The evidence authorized the verdict and the special grounds of the motion for a new trial show no cause for reversal.
The defendant, Claude Corbin, was indicted for the unlawful possession of dynamite. He was tried, convicted, and sentenced to serve from two to five years in the penitentiary and to pay a fine of $2000. He made a motion for a new trial based upon the general grounds and eight special grounds. The court overruled the motion and the defendant excepted.
1. The defendant contends that the following testimony of the witness Robert H. Cording: "It would take a great deal of force or a terrific explosion to move a fifteen hundred pound meter a distance of three inches," was erroneously admitted in evidence over the objection that it was a conclusion of the witness and that the witness had not been properly qualified as an expert to give in his testimony such conclusion or opinion. The fifteen hundred pound meter here referred to was a part of the machinery, or mechanical apparatus, of the White Provision Company, The witness Cording also testified: that he was chief engineer at the White Provision Company, at whose plant the alleged explosion took place; that he had been employed there for about sixteen years; that he had received his education at Carnegie Institute of Technology, from which he graduated in 1923 with a degree in mechanical engineering; that he first worked for Westinghouse installing machinery, etc., then with Swift & Company, Construction Department, before he went with White Provision Company; that as chief engineer of the White Provision Company he was charged with the duty of maintenance and repair and installation of all equipment, new buildings, repairs to old buildings, and anything to do with the physical plant, including mechanical devices and electrical apparatus. This witness qualified prima facie as an expert and was entitled to give his opinion on this subject, based upon his observations. Additionally, the witness stated the facts upon which his opinion was predicated. When an expert testifies to facts within his knowledge, it is not necessary that the question propounded be stated hypothetically. An expert may base his opinion upon facts which he knows and has observed. Sims v. State, 40 Ga. App. 10, 13 (148 S. E. 769); McDowell v. State, 78 Ga. App. 116 (50 S. E. 2d, 633); Metropolitan Life Ins. Co. v. Saul, 189 Ga. 1 (2) (5 S. E. 2d, 214); Clary v. State, 8 Ga. App. 92 (2) (68 S. E. 615); Davis v. State, 153 Ga. 669, 674 (113 S. E. 11); Yates v. State, 127 Ga. 813 (56 S. E. 1017); Wallace v. State, 204 Ga. 676 (51 S. E. 2d, 395).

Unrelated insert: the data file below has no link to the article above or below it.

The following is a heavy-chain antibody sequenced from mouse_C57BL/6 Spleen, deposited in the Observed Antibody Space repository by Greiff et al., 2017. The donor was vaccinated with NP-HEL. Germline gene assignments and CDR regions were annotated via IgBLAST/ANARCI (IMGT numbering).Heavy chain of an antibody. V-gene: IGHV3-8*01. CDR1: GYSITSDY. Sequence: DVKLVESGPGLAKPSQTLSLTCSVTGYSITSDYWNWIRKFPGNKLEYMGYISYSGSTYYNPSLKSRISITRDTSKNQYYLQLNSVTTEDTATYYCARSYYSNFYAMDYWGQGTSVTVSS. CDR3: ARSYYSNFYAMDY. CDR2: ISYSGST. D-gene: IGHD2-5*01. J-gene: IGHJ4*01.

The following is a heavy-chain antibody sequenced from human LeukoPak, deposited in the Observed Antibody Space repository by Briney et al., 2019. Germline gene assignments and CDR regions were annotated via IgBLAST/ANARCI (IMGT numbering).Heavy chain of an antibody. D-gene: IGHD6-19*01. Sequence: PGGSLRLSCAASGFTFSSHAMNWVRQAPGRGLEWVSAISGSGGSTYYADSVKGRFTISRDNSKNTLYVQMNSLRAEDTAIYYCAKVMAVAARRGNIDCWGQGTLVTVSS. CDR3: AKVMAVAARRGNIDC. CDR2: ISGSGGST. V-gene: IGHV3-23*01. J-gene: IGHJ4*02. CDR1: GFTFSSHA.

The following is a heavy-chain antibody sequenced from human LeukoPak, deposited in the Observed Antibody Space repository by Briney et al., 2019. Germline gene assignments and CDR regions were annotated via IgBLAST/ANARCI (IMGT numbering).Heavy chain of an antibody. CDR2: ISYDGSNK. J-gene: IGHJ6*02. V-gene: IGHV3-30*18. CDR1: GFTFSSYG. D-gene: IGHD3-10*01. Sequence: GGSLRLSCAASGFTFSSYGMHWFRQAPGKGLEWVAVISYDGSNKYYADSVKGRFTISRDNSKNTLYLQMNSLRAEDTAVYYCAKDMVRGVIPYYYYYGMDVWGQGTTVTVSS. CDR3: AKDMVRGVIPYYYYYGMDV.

2. Special ground 2 complains of the admission in evidence of the following testimony, over objection: "At the time of the explosion a strike had been in progress about a month. It was a very turbulent strike, constant succession of incidents." The objection made to the admission of this testimony was: "Your Honor, I object to that on the grounds that it's both irrelevant and immaterial to the issue which is on this bill of indictment." Irrespective of whether the objection is too general to raise a question for determination by this court (See Owen v. State, 78 Ga. App. 558 (2) (51 S. E. 2d, 602), the evidence was admissible to show motive. In 1 Wharton's Criminal Evidence (11th ed.), pp. 288, 307, 246, 255, it is written: "Section 246: . . . It is, however, always proper for the prosecution to offer evidence of motive . . . An inquiry in this regard is often of great importance, particularly in cases of circumstantial evidence. It assists in fixing the crime upon the proper person, and, in some cases, is strongly instrumental in determining the degree of the offense . . . In the introduction of evidence to show motive, a wide range is permitted . . . Any fact which logically tends to show a motive or which fairly tends to explain the actions of the accused, should be admitted. This, evidence of ill-feeling and trouble between accused and the victim of a homicide, or of improper relations or affections of the accused for the wife of the deceased is admissible. . . . Section 255: Evidence of previous quarrels and ill feeling is always relevant to show motive, with the limitation that a connection be shown to exist between the difficulty and the crime charged. . . . Quarrels between the families of the accused and of the deceased; dissatisfaction with a previous settlement of wages between the parties . . . may be shown." The following Georgia cases are in accord with the foregoing principles: Pulliam v. State, 199 Ga. 709 (35 S. E. 2d, 250); Johnson v. State, 130 Ga. 22 (2) (60 S. E. 158); Weldon v. State, 158 Ga. 140 (4) (123 S. E. 217); Ricks v. State, 206 Ga. 20 (55 S. E. 2d, 576).
"On a motion for a new trial on the question of whether a judgment should be reversed on account of the introduction of evidence injected into the case which the defendant contended was irrelevant and immaterial, the defendant's statement and the whole evidence, properly admitted, that introduced before and that introduced after the ruling on the admissibility of the evidence in question, may be considered in determining the relevancy and materiality of such evidence. Fuller v. State, 197 Ga. 714 (2), 718 (30 S. E. 2d, 608); Holland v. Bell, 148 Ga. 277 (2) (96 S. E. 419)." Hardison v. State, ante, 345. Considering the entire evidence, the evidence here objected to was admissible in that it was relevant and material upon the question of motive.